http://www.runnersworld.com/communit...s/hoka-one-one

    And the iRunFar review of the Bondi Bs with plenty of comments:

    http://www.irunfar.com/2012/07/hoka-...-b-review.html

    I think there is a Bondi B 2 on the way.
    The only one who can tell you "You can't" is you. And you don't have to listen.

  7. #7
    Master that_fjell_guy's Avatar
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    Re: Hokas

    Quote Originally Posted by Derby Tup View Post
    Morgan, thanks for starting this thread. I was thinking of doing something similar but couldn't bring myself to do it!
    erm...seconded.
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  8. #8
    Master MorganW's Avatar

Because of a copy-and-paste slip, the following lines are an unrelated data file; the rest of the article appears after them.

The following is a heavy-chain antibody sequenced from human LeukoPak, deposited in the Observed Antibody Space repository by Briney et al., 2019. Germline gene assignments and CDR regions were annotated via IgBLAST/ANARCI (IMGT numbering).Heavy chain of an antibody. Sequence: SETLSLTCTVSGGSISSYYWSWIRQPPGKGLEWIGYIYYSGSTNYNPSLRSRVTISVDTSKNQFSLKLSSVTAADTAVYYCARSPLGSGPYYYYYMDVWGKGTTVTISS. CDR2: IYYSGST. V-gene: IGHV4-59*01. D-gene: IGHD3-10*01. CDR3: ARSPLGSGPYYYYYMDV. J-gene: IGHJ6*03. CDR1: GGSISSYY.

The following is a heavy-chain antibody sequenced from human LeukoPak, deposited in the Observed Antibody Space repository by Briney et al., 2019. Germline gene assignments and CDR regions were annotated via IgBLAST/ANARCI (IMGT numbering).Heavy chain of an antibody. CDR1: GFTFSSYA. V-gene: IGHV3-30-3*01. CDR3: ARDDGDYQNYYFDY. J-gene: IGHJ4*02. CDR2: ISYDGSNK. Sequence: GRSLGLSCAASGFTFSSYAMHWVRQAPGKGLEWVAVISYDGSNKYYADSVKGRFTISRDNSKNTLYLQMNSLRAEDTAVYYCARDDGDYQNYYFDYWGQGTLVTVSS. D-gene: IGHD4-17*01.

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    Re: Hokas

    Quote Originally Posted by Derby Tup View Post
    Morgan, thanks for starting this thread. I was thinking of doing something similar but couldn't bring myself to do it!
    Always prepared to stand up and be counted - in my own quiet way of course.
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  9. #9
    Master shaunaneto's Avatar
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    I have Mafate 3s

    On the right terrain they're fantastic.

    On the wrong terrain they're flipping awful. Easy to avoid tho!
    pies

  10. #10
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    thanks for replies probably will go for the mafate not convinced they are the right shoe for the hardmoor 55 tho but what is ?